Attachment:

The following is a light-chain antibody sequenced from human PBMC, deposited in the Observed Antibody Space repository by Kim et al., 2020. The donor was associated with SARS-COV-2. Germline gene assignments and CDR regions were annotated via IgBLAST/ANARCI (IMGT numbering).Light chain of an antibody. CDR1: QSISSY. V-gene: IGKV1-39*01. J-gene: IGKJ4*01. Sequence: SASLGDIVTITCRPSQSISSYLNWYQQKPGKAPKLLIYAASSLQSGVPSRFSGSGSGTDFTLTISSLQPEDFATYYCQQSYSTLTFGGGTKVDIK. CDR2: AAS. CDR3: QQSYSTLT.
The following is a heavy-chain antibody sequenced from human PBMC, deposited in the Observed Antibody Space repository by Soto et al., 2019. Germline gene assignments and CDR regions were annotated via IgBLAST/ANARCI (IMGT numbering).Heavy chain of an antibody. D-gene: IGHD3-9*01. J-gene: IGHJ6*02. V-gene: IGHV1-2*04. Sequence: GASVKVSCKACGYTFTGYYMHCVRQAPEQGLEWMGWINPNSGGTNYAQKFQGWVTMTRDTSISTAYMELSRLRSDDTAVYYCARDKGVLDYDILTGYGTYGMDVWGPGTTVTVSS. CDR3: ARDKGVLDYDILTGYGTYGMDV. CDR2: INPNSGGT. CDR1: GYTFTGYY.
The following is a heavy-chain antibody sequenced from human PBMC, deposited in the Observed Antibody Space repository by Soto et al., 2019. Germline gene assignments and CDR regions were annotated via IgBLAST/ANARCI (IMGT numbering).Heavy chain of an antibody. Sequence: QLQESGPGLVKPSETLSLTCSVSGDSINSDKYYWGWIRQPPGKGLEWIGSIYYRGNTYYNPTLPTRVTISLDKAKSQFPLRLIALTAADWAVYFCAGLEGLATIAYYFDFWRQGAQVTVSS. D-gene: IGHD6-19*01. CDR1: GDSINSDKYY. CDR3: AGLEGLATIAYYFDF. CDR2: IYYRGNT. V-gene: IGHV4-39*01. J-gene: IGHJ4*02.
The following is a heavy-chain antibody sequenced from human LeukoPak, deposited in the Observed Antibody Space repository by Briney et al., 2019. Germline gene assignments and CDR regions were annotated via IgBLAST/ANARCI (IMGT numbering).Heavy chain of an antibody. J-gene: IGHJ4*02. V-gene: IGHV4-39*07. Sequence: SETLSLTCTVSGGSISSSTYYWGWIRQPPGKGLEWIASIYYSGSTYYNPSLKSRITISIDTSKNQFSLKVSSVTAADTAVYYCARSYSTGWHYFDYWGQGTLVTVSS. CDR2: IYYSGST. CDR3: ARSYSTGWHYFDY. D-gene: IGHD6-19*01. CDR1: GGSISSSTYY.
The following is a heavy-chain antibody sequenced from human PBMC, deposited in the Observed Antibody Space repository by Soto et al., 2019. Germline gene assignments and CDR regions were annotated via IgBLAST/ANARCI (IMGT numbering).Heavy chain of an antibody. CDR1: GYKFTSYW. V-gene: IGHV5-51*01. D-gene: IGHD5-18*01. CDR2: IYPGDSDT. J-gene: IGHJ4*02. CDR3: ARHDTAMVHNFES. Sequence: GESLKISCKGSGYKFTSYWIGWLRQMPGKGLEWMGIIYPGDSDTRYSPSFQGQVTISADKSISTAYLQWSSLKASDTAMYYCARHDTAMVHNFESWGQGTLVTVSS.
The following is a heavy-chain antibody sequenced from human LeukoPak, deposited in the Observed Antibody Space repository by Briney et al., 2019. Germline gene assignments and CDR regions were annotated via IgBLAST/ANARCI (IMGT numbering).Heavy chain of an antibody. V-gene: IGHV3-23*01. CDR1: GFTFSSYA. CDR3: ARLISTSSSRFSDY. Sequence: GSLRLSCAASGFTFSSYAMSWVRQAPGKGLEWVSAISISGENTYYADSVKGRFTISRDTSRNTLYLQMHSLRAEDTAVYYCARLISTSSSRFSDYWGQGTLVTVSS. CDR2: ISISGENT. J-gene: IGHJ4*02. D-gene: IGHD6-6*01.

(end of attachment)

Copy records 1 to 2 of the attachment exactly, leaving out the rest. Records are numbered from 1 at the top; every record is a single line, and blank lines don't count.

The following is a light-chain antibody sequenced from human PBMC, deposited in the Observed Antibody Space repository by Kim et al., 2020. The donor was associated with SARS-COV-2. Germline gene assignments and CDR regions were annotated via IgBLAST/ANARCI (IMGT numbering).Light chain of an antibody. CDR1: QSISSY. V-gene: IGKV1-39*01. J-gene: IGKJ4*01. Sequence: SASLGDIVTITCRPSQSISSYLNWYQQKPGKAPKLLIYAASSLQSGVPSRFSGSGSGTDFTLTISSLQPEDFATYYCQQSYSTLTFGGGTKVDIK. CDR2: AAS. CDR3: QQSYSTLT.
The following is a heavy-chain antibody sequenced from human PBMC, deposited in the Observed Antibody Space repository by Soto et al., 2019. Germline gene assignments and CDR regions were annotated via IgBLAST/ANARCI (IMGT numbering).Heavy chain of an antibody. D-gene: IGHD3-9*01. J-gene: IGHJ6*02. V-gene: IGHV1-2*04. Sequence: GASVKVSCKACGYTFTGYYMHCVRQAPEQGLEWMGWINPNSGGTNYAQKFQGWVTMTRDTSISTAYMELSRLRSDDTAVYYCARDKGVLDYDILTGYGTYGMDVWGPGTTVTVSS. CDR3: ARDKGVLDYDILTGYGTYGMDV. CDR2: INPNSGGT. CDR1: GYTFTGYY.